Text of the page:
One of the first things you’ll learn after diagnosis is how diabetes can affect your circulatory and nervous systems. People with diabetes are more likely to have damage to their nerves and cardiovascular system. Diabetes can ultimately lead to a condition called peripheral neuropathy, which is when your nerves become damaged or dysregulated. It can also contribute to a disease called PAD, or peripheral artery disease. PAD causes poor circulation.
Pain and Loss of Feeling
Some of the first symptoms of peripheral neuropathy are pain and tingling sensations. You could also experience numbness, and some people with nerve damage don’t experience symptoms at all. Notify your doctor at the first sign of nerve damage. The sooner you begin to address the issue, the more likely you are to prevent further damage.
Injuries Heal Slowly
As we age it takes time to heal from our injuries. If you have diabetes, healing can take even longer due to poor circulation, especially if you have peripheral artery disease. This can make healing an injury on your feet a difficult ongoing task. If you injure your foot and it does not heal at a normal pace, you’ll need to mention this to your doctor. They will want to monitor the progression of your healing and intervene if you show any signs of developing an infection.
If you have an injury on your foot that fails to heal in a timely manner, it could become a foot ulcer. About fifteen percent of all diabetes patients will have a foot ulcer at some point. A foot ulcer is a breakdown of the skin, usually on the bottom of your foot, that exposes the tissues beneath the skin.
If left unaddressed, foot ulcers can reach the bone. Foot ulcers are painful, but a patient with diabetes may not notice an ulcer at first if they already have nerve damage in their feet. A treatment plan for ulcers may include medication to mitigate infection and help with blood flow. Your doctor or podiatrist may recommend that you do not bear weight on your injured foot. Some patients may find surgery as a necessary procedure to promote healing by removing diseased tissue and grafting new skin.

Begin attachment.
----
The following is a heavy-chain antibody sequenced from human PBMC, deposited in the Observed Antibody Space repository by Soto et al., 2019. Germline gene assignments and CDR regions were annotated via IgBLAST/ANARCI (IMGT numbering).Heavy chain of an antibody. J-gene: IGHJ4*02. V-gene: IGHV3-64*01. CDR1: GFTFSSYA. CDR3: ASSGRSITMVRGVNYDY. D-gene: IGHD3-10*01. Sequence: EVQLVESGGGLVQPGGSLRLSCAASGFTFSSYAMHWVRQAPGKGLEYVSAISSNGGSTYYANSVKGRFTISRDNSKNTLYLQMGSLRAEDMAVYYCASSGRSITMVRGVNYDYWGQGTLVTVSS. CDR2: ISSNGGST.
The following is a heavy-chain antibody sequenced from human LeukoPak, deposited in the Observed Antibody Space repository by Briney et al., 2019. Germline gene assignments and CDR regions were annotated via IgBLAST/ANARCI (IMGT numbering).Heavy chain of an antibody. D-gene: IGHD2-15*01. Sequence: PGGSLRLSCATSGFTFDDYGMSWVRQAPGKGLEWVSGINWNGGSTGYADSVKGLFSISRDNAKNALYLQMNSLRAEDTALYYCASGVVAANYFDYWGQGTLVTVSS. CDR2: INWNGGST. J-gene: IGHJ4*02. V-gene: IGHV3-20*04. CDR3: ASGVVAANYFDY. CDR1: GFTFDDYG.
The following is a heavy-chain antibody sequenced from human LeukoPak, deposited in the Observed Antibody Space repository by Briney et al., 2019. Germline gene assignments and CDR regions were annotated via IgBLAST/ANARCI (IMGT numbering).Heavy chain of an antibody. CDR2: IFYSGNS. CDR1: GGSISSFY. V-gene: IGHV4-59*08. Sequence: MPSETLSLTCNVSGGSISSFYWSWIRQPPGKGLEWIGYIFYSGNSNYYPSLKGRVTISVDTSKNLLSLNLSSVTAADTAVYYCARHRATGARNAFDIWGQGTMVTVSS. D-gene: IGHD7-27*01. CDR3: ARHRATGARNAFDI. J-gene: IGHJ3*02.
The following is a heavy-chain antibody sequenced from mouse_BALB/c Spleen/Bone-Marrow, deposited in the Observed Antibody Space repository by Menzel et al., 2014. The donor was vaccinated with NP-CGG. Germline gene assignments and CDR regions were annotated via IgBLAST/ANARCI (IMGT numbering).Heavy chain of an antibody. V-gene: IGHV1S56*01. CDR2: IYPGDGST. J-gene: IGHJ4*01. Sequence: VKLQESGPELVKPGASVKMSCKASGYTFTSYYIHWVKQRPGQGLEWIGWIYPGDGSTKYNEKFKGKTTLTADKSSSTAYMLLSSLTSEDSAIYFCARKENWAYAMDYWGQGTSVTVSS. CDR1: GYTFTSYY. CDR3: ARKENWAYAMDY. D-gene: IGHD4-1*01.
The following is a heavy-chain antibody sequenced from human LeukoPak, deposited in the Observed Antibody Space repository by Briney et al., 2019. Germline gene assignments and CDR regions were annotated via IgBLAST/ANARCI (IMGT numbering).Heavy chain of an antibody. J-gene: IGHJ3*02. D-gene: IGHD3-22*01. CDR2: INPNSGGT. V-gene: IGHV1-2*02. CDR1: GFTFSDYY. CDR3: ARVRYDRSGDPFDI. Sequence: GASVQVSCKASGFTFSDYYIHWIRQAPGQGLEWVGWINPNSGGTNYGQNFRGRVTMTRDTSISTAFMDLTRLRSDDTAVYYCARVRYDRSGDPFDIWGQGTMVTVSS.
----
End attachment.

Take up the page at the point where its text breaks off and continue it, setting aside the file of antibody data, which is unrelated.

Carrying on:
Toe and Foot Amputation
In extreme cases, the amputation of the toe or foot may be necessary. Foot ulcers can become infected, which is a dangerous situation for a patient with diabetes. An unaddressed infected foot ulcer can lead to sepsis or gangrene. Both poor healing that causes sepsis, and poor circulation that causes gangrene, can be attributed to diabetes.
There are treatments both for sepsis and gangrene, but they require prompt medical attention. If this kind of infection is left untreated for too long, toe or foot amputation may be the next choice to prevent the infection from spreading. Diabetes is the main cause of non-traumatic foot amputations, and the CDC estimates that up to fifty percent of foot amputations caused by diabetes could have been avoided with preventative foot care.
Preventative Diabetic Foot Care
If you have diabetes, the best thing you can do to prevent foot ulcers is to take care of your feet. You should wear well-fitting shoes to prevent hot spots or blisters. These small blisters can become worse due to a diabetic’s slow healing process.
Check your feet every day for any hot spots, cracks, or other injuries. Make note of any sore spots and make sure to check on them the next day for signs of healing. If you are not healing, make an appointment with your doctor or podiatrist to address this and get you on a path to healthy feet.
Don’t use very hot water when washing your feet. If you have nerve pain, you may not notice the difference between hot and cold as well as you use to. It’s much easier to burn your feet this way. Always test the water first before washing your feet.
Try not to go barefoot, and always protect your feet with socks or slippers. You may not notice small injuries. Even tiny abrasions could become worse due to poor circulation and healing. You should also promote circulation in your feet by wearing compression socks, exercising regularly, and not sitting for too long.
If you tend to have problems with your shoes fitting comfortably, ask your podiatrist about custom orthotics. A custom fit in your favorite shoe could help it to rub less against your feet. If you are anxious about starting foot care when you have diabetes, you should work with a team that knows exactly how to help you.
Horizon Foot and Ankle Institute is here to answer any questions you have about diabetes and foot care. We are experts in treating patients with diabetes and will help you understand the role you both play in mitigating your diabetes symptoms.